• Oats and oat products that aren’t labeled as gluten-free frequently contain gluten proteins from a top eight allergen – wheat – or from the related grains, barley and rye. This reflects agricultural processing practices in which cereal crops are comingled.
  • As the technology for detecting allergens improves, more and more foods will be found to contain detectable levels of allergens. Foods that are positive for detectable allergen when tested using one brand of test kit can yield negative results, with no allergen detected, when tested with a different kit.

Like precautionary allergen labeling, “free-from” labeling is voluntary and often misunderstood by consumers. The commentary notes that in many countries (including the U.S.), packaged foods bearing a gluten-free label are required to contain less than 20 parts gluten per million, although some packaged foods that are labeled gluten free have been found to exceed this threshold. Members of the food allergy community should know that other free-from labels, such as “peanut free,” “nut free” or “dairy free,” are not regulated or associated with specific allergen thresholds. There is no requirement that foods with free-from labeling be made on dedicated equipment or in a dedicated facility. And, remarkably, the regulated term “non-dairy” applies to some products that contain milk ingredients. For example, many non-dairy creamers contain caseinate, a milk protein that consumers with milk allergy should avoid. FARE recommends that consumers contact the manufacturer if they are unsure about the contents of any packaged food.

Avoiding foods with precautionary allergen labeling can add to the challenges of food allergy management by costing more time and money while further limiting choices. This makes unnecessary warning labels burdensome. As a result, many people managing food allergies ignore some or all precautionary allergen labeling, including a majority of young adults, according to a 2006 U.S. survey. In a 2010 Canadian survey, 8 percent of 651 individuals who reported reactions to packaged food indicated that the package included precautionary allergen labeling. The recent review mentions a fatality in Poland, reported to result from reaction to a chocolate bar with precautionary labeling for peanut. While tragedies like this are rare, FARE is aware of at least one other fatality in the past several years reportedly attributed to cross-contact.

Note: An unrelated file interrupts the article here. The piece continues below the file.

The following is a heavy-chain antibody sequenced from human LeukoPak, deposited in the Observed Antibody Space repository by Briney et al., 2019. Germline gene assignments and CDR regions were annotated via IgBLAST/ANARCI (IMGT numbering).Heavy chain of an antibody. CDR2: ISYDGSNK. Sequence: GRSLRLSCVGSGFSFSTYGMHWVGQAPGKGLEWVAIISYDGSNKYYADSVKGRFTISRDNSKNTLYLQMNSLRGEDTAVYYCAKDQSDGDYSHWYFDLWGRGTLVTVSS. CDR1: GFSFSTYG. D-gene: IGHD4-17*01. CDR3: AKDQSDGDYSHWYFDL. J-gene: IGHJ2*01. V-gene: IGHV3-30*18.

Still, with the exception of dark chocolate for milk-allergic individuals, the 2018 commentary does not take a position on whether individual allergy patients should avoid products that carry precautionary labels for their allergens. This differs from advice offered by FARE. Your Food Allergy Field Guide, FARE’s resource for newly diagnosed patients, notes that most allergists recommend against consuming foods with precautionary allergen labeling. FARE concurs with this opinion.

The 2018 commentary review explains and recommends the global adoption of a risk-based approach to precautionary labeling developed by the non-governmental Allergen Bureau in Australia and New Zealand. The VITAL (Voluntary Incidental Trace Allergen Labeling) program is a collaboration between scientists and food manufacturers. VITAL uses clinical data from oral food challenges to calculate population thresholds (also called Reference Doses), levels of allergen to which less than 5 percent (or 1 percent, high-quality data permitting) of allergic individuals are predicted to react. The consensus study published in 2016 by the National Academies of Sciences, Engineering and Mathematics recommends the development of a similar approach in the U.S.

As stated in a June 2016 press release, FARE has recommended to the FDA that it not establish a threshold for any food allergen unless the FDA is in possession of reliable scientific data that clearly identifies a quantity of the allergen that is so small that it will not cause an allergic reaction in even the most sensitive individuals, and also a reliable analytical method for determining compliance with the threshold that can be easily used by food companies and the FDA.